All nine of the above amino acids are essential, but only leucine, isoleucine, and valine have the namesake branched-chain chemical structure.
No need to get too science-y here, but if you want to see what I’m talking about, I cover the chemical structure at around the 3:30 mark in the above video. Simply put, the three BCAAs are the only aminos with the “branched” V-shape structure at one end (as seen via a chemical diagram). None of the other six EAAs have those branches.
That chemical structure is significant, to say the least. An amino acid’s structure and shape determines in large part how it will be digested, absorbed, and used by the body. The important thing to know here is that the branched structure allows leucine, isoleucine, and valine to bypass the liver completely and go straight to the muscles.
This is a huge deal! All the other EAAs must pass through the liver after ingestion. Once in the liver, the body decides if it’s going to (a) send the aminos to the muscles or (b) convert those aminos to glucose for energy.
Either of these two scenarios can happen with the other six EAAs. But with the three BCAAs, only one thing can happen because they bypass the liver: leucine, isoleucine, and valine get a free pass to the muscles!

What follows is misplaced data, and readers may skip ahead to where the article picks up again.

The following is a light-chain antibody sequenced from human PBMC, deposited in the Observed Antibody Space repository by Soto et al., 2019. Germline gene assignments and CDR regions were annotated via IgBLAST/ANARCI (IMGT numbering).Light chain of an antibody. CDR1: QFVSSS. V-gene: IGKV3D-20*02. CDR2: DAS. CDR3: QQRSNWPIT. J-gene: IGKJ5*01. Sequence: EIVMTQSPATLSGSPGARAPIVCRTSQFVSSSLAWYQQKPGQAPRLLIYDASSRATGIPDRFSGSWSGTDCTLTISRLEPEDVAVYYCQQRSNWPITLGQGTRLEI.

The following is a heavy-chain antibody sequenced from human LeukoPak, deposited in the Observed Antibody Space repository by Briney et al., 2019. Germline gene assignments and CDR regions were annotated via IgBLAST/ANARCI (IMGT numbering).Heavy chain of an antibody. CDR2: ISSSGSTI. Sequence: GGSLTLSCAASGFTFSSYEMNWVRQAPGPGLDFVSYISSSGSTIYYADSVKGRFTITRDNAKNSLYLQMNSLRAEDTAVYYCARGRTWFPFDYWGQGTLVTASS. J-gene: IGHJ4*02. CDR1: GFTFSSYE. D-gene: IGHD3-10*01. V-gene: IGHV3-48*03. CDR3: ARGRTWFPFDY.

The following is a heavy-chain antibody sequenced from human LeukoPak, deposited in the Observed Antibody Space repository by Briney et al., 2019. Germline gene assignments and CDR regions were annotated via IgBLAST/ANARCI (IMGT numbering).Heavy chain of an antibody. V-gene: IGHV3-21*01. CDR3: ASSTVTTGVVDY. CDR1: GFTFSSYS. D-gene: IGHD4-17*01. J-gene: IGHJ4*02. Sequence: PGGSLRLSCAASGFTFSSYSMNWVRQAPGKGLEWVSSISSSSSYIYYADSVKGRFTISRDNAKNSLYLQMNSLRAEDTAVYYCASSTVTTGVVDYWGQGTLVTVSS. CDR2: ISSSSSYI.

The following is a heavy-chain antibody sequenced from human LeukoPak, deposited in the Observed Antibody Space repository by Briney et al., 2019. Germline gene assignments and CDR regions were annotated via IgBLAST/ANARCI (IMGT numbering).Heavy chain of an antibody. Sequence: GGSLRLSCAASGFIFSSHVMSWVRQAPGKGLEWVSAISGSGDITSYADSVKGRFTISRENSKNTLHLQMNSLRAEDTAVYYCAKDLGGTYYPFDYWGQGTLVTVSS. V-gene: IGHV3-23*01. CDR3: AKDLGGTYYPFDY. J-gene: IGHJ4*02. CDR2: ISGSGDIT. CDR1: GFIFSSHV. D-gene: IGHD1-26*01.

This doesn’t happen with any other amino acids, including the EAAs not named leucine, isoleucine, or valine; maybe they go to the muscles, maybe not. With BCAAs, it’s essentially guaranteed they’re going to the muscles. And once there, they can stimulate muscle protein synthesis (MPS).
The key player here is leucine. We now know that leucine ignites MPS better than any other amino acid. And we want leucine to get to the muscles and spike MPS as quickly as possible. It can do so by skipping the liver and going straight to its desired destination, the muscles.